Reviewed on 05/29/2015 | Details & Permalink

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Slice Harvester: A Memoir in Pizza

Colin Atrophy Hagendorf. Simon & Schuster, $23 (288p) ISBN 978-1-4767-0588-0

Hagendorf’s popular Slice Harvester blog chronicled his quest to eat and review a slice of cheese pizza from every pizzeria in Manhattan. In this entertaining memoir, he mashes up that journey with the topics of addiction, family, punk rock, nostalgia, and love. Hagendorf’s love affair with pizza and New York City started when his father brought him to the Lower East Side in the 1990s to buy his first pair of Doc Martens, and ever since then the two had been intertwined in his mind. Fifteen years later, after completing a two-year odyssey of pizza-eating, Hagendorf turned his affection for his adopted hometown and his taste for cheese, sauce, and crust into a personal self-improvement plan. Full of drinking binges, colorful characters from the punk scene, and random asides like comparing a slice to Anthony Kiedis, the narrative takes readers on a roller-coaster ride that leaves them wondering whether Hagendorf can continue this fast pace, or find a positive way to harness all his frenetic energy. Thankfully, with the help of his friend Christina, who has a “shaved head [and] dark eyes” and “dressed like a total freak,” he is able to get his act together and complete his culinary adventure. Along with his own story, Hagendorf nicely captures the evolution of some of the city’s neighborhoods and their pizza joints. (Aug.)

Reviewed on 05/29/2015 | Details & Permalink

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A Woman in Arabia: The Writings of the Queen of the Desert

Gertrude Bell, edited by Georgina Howell. Penguin, $17 trade paper (320p) ISBN 978-0-14-310737-8

This tantalizing collection of excerpts from letters, diaries, and other assorted publications provides a fascinating glimpse into the life of Gertrude Lowthian Bell (1868–1926), one of England’s most famous adventurers. Biographer Howell (Gertrude Bell: Queen of the Desert, Shaper of Nations) grounds the selections with a family chronology and a narrative introduction of Bell’s unconventional Victorian life. Bell’s own words, especially when presented in generously sized selections, showcase a personality and intellect that glittered like the sun-drenched Arabian sands. An Arabist and linguist, she developed a facility for six languages, including Arabic and Persian—skills that allowed her to write fine translations of Persian poetry. But mostly Bell was an adventurer, and readers will accompany her on some of her most daring exploits: climbing the Swiss Alps, journeying through the Syrian desert, and digging for archeological treasure in Iraq. She documented and mapped her travels for the British Foreign Office—information that became crucial with the outbreak of WWI in 1914—and worked at the Arab Intelligence Bureau in Cairo with T.E. Lawrence, aiming to rebuild the Arab world with repercussions that would reach far into the next century. This is a nifty little volume that illuminates a remarkable life. Maps. (Aug.)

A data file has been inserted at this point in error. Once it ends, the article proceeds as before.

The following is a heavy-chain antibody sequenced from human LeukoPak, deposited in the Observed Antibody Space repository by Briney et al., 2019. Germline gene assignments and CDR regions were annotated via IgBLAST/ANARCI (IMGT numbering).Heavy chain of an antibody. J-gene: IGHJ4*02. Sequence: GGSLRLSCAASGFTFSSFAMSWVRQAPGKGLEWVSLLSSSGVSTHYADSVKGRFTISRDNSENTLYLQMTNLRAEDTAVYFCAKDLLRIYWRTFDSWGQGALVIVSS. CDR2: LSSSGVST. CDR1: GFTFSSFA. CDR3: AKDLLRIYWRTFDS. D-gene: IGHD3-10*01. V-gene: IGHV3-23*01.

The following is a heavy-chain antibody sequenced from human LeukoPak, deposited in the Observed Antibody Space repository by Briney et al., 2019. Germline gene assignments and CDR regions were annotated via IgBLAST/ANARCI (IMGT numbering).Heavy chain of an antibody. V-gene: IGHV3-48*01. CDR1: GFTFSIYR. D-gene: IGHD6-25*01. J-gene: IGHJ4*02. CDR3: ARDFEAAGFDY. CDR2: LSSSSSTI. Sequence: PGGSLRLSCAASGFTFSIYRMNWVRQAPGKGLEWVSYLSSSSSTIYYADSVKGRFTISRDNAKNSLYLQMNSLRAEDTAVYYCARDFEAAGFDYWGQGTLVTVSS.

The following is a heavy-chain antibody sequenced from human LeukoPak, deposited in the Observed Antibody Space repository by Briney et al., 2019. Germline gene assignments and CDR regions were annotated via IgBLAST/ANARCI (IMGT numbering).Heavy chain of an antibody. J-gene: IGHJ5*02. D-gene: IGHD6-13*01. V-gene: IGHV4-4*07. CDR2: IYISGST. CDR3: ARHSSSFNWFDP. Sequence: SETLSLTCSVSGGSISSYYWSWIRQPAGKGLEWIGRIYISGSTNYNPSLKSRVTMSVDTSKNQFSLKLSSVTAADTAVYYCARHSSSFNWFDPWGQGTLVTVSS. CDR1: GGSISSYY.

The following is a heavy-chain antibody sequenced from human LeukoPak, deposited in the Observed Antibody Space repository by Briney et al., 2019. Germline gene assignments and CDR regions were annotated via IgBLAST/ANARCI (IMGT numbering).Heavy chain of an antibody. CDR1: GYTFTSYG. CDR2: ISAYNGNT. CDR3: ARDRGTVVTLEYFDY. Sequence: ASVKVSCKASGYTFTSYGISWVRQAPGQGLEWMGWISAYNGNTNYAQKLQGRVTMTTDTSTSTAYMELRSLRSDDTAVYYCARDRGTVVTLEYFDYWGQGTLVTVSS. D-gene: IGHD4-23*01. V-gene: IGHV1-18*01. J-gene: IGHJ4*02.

Reviewed on 05/29/2015 | Details & Permalink

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Paradise of the Pacific: Approaching Hawaii

Susanna Moore. Farrar, Straus and Giroux, $26 (352p) ISBN 978-0-374-29877-7

Novelist and memoirist Moore (The Life of Objects) takes inspiration from her childhood in Hawaii to craft an insightful history of the archipelago, from its first wave of settlers in the 6th century through its annexation by the U.S. in 1898. She focuses largely on the tumultuous years following Capt. James Cook’s 1778 discovery of the islands and how contact with the outside world disrupted everything. As cultures clash, several major narratives emerge. The first is the effect of trade and commerce: “The chiefs acquired new desires, which demanded a different kind of labor from their people.” Though island culture was transformed through industry, it was radically upended with the introduction of Christianity: “The fixed world of the Hawaiians, governed by a hereditary ali’i and priesthood with a distinctive system of kapu [taboo], suddenly became one of flux, if not chaos.” Moore is honest about the peculiarities of the old ways—“to be Hawaiian before the overthrow of the old gods in 1819 was to live in an unending state of terror”—and she’s equally upfront about the devastation wrought in the aftermath. This is a fascinating and well-balanced look at how a unique culture came to be and the heartbreaking manner of its end. Illus. Agent: Stephanie Cabot, the Gernert Agency. (Aug.)

Reviewed on 05/29/2015 | Details & Permalink